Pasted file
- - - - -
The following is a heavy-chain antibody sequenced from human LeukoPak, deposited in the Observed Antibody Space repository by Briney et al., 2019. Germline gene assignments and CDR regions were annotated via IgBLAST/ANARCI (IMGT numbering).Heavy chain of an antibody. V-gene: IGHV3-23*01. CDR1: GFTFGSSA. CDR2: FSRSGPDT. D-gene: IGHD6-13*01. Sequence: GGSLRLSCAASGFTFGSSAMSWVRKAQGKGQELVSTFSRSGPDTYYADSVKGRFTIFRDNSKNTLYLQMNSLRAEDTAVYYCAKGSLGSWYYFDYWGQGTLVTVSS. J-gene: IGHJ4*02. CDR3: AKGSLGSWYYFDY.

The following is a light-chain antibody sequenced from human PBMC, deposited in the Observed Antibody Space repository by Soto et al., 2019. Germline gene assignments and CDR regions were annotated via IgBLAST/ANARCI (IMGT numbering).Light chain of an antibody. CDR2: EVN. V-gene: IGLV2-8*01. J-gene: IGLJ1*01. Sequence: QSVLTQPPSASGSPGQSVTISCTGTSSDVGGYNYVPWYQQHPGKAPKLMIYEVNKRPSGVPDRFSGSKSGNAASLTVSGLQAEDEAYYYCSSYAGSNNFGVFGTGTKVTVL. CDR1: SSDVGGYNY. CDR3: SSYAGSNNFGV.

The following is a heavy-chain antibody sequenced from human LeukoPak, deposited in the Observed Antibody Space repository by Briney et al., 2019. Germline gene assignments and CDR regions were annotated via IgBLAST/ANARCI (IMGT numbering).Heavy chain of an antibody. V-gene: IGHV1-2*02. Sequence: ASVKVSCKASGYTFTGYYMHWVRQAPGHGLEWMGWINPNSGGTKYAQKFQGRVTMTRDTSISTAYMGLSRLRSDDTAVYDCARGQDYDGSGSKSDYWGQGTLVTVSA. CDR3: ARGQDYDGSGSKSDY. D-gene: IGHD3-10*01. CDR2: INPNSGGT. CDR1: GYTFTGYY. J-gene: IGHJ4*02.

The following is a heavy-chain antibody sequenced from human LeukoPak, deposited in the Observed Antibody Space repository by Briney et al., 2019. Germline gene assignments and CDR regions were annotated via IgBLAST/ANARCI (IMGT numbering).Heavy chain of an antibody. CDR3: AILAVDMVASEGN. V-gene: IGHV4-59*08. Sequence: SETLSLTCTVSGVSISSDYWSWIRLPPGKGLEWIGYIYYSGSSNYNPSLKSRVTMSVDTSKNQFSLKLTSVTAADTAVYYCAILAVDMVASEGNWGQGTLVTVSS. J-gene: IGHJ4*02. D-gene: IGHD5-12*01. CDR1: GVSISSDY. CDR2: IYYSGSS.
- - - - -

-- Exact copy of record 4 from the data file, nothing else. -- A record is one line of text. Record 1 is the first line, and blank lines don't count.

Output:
The following is a heavy-chain antibody sequenced from human LeukoPak, deposited in the Observed Antibody Space repository by Briney et al., 2019. Germline gene assignments and CDR regions were annotated via IgBLAST/ANARCI (IMGT numbering).Heavy chain of an antibody. CDR3: AILAVDMVASEGN. V-gene: IGHV4-59*08. Sequence: SETLSLTCTVSGVSISSDYWSWIRLPPGKGLEWIGYIYYSGSSNYNPSLKSRVTMSVDTSKNQFSLKLTSVTAADTAVYYCAILAVDMVASEGNWGQGTLVTVSS. J-gene: IGHJ4*02. D-gene: IGHD5-12*01. CDR1: GVSISSDY. CDR2: IYYSGSS.